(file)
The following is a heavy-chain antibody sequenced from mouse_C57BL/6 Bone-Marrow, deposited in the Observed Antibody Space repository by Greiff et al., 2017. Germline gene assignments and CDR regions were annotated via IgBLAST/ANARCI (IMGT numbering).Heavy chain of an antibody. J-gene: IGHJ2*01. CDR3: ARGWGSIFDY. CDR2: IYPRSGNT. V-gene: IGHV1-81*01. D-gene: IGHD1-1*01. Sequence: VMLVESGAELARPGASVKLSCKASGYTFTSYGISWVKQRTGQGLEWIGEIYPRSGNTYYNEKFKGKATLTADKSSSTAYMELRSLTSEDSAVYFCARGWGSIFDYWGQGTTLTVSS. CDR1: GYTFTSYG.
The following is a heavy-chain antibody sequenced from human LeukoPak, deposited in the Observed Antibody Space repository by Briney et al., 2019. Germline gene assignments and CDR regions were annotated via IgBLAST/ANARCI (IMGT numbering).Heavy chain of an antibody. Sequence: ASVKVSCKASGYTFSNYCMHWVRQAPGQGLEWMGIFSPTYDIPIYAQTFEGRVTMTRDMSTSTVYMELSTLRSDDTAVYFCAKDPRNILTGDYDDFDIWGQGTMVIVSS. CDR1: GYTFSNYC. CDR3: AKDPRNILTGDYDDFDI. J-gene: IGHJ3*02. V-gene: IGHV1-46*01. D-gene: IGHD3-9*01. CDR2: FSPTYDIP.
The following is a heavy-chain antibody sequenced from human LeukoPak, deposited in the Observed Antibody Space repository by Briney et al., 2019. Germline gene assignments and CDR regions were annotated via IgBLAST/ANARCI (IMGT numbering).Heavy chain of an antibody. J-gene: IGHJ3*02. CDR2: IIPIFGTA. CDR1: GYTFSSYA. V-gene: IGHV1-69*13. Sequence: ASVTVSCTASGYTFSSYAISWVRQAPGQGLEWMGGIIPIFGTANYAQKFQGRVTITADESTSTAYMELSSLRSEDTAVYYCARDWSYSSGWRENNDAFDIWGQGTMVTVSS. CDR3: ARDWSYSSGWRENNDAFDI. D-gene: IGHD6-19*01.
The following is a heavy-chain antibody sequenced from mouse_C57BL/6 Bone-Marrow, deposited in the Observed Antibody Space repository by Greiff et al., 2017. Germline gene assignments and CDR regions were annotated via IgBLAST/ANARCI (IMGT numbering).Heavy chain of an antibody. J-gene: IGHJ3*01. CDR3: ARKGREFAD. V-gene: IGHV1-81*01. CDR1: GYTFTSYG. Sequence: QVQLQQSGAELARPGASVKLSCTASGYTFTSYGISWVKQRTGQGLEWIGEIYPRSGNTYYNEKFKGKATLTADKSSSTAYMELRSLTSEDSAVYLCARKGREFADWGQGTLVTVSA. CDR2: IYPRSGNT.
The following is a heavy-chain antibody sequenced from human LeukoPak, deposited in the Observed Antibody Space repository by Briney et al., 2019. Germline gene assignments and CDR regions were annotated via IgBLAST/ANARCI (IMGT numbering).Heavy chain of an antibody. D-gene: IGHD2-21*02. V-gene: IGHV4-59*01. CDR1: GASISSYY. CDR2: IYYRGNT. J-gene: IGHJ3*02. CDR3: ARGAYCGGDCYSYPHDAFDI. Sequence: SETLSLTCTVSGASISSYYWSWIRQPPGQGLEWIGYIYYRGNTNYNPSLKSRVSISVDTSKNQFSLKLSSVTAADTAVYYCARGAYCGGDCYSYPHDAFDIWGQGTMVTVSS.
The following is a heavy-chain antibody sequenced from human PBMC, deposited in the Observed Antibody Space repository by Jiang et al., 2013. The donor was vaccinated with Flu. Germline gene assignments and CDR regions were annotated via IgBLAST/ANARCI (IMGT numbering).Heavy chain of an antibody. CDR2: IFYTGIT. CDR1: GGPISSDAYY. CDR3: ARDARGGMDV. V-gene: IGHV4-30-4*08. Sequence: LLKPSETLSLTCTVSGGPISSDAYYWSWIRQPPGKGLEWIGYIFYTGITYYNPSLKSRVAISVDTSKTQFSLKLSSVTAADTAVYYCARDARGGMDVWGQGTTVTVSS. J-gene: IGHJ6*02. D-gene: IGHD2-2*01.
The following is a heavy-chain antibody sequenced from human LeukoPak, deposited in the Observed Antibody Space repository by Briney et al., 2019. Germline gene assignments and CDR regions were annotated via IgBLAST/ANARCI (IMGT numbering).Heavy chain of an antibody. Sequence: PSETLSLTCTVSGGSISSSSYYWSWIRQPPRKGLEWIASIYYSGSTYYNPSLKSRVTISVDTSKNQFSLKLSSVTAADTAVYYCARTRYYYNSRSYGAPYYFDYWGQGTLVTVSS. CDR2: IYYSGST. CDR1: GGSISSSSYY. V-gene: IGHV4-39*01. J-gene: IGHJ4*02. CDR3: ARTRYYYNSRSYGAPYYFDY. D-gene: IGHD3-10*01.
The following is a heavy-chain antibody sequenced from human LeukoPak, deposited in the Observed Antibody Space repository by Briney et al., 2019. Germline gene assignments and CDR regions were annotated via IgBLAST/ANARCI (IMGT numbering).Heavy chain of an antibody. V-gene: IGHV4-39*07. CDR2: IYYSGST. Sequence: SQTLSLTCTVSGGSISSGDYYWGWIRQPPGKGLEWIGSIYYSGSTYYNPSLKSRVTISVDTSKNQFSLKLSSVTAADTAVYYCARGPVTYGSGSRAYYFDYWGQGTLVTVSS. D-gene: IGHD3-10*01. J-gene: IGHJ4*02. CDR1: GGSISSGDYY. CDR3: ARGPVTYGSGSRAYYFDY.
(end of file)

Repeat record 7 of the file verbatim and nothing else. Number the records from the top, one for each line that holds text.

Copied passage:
The following is a heavy-chain antibody sequenced from human LeukoPak, deposited in the Observed Antibody Space repository by Briney et al., 2019. Germline gene assignments and CDR regions were annotated via IgBLAST/ANARCI (IMGT numbering).Heavy chain of an antibody. Sequence: PSETLSLTCTVSGGSISSSSYYWSWIRQPPRKGLEWIASIYYSGSTYYNPSLKSRVTISVDTSKNQFSLKLSSVTAADTAVYYCARTRYYYNSRSYGAPYYFDYWGQGTLVTVSS. CDR2: IYYSGST. CDR1: GGSISSSSYY. V-gene: IGHV4-39*01. J-gene: IGHJ4*02. CDR3: ARTRYYYNSRSYGAPYYFDY. D-gene: IGHD3-10*01.